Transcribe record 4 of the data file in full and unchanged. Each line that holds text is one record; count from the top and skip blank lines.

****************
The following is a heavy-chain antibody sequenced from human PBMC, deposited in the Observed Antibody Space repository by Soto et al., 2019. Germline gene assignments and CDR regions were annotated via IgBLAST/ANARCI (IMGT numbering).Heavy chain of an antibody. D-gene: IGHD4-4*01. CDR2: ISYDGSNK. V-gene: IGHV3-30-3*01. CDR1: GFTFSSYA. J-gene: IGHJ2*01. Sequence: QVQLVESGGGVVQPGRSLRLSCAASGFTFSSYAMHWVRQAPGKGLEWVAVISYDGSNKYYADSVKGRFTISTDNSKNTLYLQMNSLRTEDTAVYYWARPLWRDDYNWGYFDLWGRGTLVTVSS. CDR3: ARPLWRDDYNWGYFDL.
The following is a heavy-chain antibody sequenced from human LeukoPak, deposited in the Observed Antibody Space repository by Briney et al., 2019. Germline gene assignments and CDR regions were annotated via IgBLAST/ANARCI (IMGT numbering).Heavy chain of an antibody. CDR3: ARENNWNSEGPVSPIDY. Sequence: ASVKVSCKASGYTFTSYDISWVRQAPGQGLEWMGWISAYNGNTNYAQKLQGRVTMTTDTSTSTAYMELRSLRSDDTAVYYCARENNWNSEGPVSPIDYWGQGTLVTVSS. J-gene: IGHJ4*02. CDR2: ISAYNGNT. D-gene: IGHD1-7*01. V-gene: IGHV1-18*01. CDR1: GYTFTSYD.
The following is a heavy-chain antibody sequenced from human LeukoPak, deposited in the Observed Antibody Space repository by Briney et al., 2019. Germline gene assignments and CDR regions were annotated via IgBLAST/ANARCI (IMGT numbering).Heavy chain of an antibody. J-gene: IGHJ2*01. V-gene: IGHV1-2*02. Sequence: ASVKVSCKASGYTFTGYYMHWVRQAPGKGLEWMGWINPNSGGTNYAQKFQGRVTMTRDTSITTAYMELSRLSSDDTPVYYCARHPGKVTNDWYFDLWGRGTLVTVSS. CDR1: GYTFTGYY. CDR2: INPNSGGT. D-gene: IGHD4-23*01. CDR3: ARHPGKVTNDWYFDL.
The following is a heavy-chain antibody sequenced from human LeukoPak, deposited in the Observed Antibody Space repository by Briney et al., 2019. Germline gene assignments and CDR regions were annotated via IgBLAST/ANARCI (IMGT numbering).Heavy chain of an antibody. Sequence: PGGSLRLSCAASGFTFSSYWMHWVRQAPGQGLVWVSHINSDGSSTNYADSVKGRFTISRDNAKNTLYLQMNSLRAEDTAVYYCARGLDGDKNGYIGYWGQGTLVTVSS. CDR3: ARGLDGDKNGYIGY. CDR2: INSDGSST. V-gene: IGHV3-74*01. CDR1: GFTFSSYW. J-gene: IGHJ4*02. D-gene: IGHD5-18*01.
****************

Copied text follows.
The following is a heavy-chain antibody sequenced from human LeukoPak, deposited in the Observed Antibody Space repository by Briney et al., 2019. Germline gene assignments and CDR regions were annotated via IgBLAST/ANARCI (IMGT numbering).Heavy chain of an antibody. Sequence: PGGSLRLSCAASGFTFSSYWMHWVRQAPGQGLVWVSHINSDGSSTNYADSVKGRFTISRDNAKNTLYLQMNSLRAEDTAVYYCARGLDGDKNGYIGYWGQGTLVTVSS. CDR3: ARGLDGDKNGYIGY. CDR2: INSDGSST. V-gene: IGHV3-74*01. CDR1: GFTFSSYW. J-gene: IGHJ4*02. D-gene: IGHD5-18*01.